Do you have an ink dependence? I can help...

Texas Defies the World Court

According to this article from Reuters, Texas defied an order by the World Court and executed a Mexican national who was convicted of the rape and murder of a 16 year old girl. The world court said that Medellin, the murderer/rapist/gangbanger, shouldn't be executed because he didn't get to talk to his consulate before he was sentenced (or some such technicality).

Yep, we executed a guy who participated in the gang-rape and strangulation of two young girls who just happened to be walking down the street when a gang was doing some initiation bullshit. His aunt said "He was a normal, happy kid ... They don't have the right to take his life away, we acknowledged that he committed a crime but make him pay with a life sentence."

It doesn't seem that there is any reason for us to think that Medellin is innocent of his crimes, and I have a gut feeling that when two girls are gang-raped and strangled those responsible gotta pay.

The article makes it seem as if Texas did some outrageous thing by defying the World Court in this decision. It makes no mention of the fact that the US (much less the state of Texas) has no obligation to follow any World Court decree. It's true that we sometimes follow their edicts, but only when we want to or it seems prudent. If we don't have an obligation to listen to them, then who cares what they tell us to do?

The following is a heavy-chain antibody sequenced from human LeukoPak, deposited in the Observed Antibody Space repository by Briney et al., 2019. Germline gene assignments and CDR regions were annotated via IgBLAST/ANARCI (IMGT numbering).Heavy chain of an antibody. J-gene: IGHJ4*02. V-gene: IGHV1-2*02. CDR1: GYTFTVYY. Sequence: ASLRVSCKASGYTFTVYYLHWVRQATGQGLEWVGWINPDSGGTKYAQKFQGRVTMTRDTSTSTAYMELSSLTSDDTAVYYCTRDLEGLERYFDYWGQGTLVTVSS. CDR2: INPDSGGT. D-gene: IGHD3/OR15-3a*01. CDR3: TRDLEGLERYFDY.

State sovereignty is a big deal these days. Basically, the idea is that States have the right to do as they please within their own borders without the risk of other States intervening. How does this idea apply to foreign nationals who come to our country and commit crimes like Medellin's? Why should we think that local laws do not apply to those from other countries? I suppose that there ought to be policies which limit the sorts of laws which apply to foreigners (say we have some really weird laws that don't apply anywhere else) or which give some leniency to those whose languages would be a barrier to an effective legal defense, but neither of those things apply here.

Of course, this rule applies to Americans too.
Post Comment